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ORIGINAL ARTICLE
Year : 2013  |  Volume : 1  |  Issue : 1  |  Page : 4-12

Strategic approaches to simulation-based education: A case study from Australia


1 Department of Medical Education, Simulation Education in Healthcare, Monash University, Victoria, Australia
2 Clinical Skills Development Service, Health Service and Clinical Innovation Division, Queensland Health, Queensland, Australia
3 Health Professions Education and Educational Research, Monash University, Victoria, Australia
4 Gippsland Medical School, Faculty of Medicine, Nursing and Health Sciences, Monash University, Victoria, Australia
5 Obstetrics and Gynaecology, University of Michigan Medical School, Michigan, USA

Correspondence Address:
Debra Nestel
Faculty of Medicine, Nursing and Health Sciences, School of Rural Health and Health PEER, Building 13 C, Monash University, VIC, 3800
Australia
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DOI: 10.4103/1658-600X.110666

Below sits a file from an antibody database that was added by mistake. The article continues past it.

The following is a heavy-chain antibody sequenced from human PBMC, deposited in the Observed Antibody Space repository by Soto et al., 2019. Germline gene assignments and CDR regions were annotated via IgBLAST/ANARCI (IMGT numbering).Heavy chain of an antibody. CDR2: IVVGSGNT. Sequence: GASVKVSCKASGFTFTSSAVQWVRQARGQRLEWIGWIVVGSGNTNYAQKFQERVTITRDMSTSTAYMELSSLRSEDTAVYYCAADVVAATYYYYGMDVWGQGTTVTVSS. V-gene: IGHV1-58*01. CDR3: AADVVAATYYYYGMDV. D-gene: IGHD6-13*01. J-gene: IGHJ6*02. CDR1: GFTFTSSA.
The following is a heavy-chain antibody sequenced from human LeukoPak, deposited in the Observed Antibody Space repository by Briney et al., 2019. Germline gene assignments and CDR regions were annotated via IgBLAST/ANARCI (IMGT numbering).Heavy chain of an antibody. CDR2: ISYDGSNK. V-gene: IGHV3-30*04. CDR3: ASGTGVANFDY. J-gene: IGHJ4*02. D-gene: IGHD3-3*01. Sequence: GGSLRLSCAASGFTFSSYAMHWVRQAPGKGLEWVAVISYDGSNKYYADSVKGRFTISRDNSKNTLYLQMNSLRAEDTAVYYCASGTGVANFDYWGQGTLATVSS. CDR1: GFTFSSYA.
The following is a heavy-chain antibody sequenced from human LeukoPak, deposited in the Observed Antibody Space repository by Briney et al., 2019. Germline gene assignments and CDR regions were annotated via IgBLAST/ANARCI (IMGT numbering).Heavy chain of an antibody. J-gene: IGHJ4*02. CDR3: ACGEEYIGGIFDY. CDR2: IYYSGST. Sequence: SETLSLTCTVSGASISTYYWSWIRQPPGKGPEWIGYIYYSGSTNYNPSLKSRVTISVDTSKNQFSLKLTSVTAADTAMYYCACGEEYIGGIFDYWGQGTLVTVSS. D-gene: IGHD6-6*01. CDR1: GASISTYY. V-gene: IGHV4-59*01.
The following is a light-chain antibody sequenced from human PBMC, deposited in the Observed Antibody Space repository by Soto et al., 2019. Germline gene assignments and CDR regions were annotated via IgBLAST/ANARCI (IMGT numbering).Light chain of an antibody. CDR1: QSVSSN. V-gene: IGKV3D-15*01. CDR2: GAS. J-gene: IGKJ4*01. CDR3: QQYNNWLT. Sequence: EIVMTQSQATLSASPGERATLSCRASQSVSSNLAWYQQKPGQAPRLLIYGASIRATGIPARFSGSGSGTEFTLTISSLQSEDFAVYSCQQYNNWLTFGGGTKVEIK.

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This paper addresses some of the challenges met when developing widely distributed, broad spectrum, simulation-based education (SBE) for health professionals, such as resource duplication, inconsistent facilities utilization, discipline-specific silos, and the intersection of academic institutions and health services sectors. We examine three primary contributors to successful simulation-based practices - strategic planning, program development, and professional networks. Further, we provide examples of how each of these contributors function at different levels to assure comprehensive, yet sustainable approaches to implementing SBE for greatest impact at national, state, regional, and institutional levels. We draw on the example of Australia and its state and regional government structures, including the challenges in providing health services across a widely variable geography and population distribution. The types of health services and issues relating to health provision and management reflect those found in many western countries. Our hope is that the experiences gained at each level of governance within Australia may inform similar, successful development in other countries. We emphasize the importance of leadership and investment at the national level that serves to inform state, regional, and institutional efforts through a "trickle down" effect. Although evaluation of the strategic planning, program development, and professional networks described in this case study is still ongoing, their preliminary coordination has resulted in significant investment and support at all levels.


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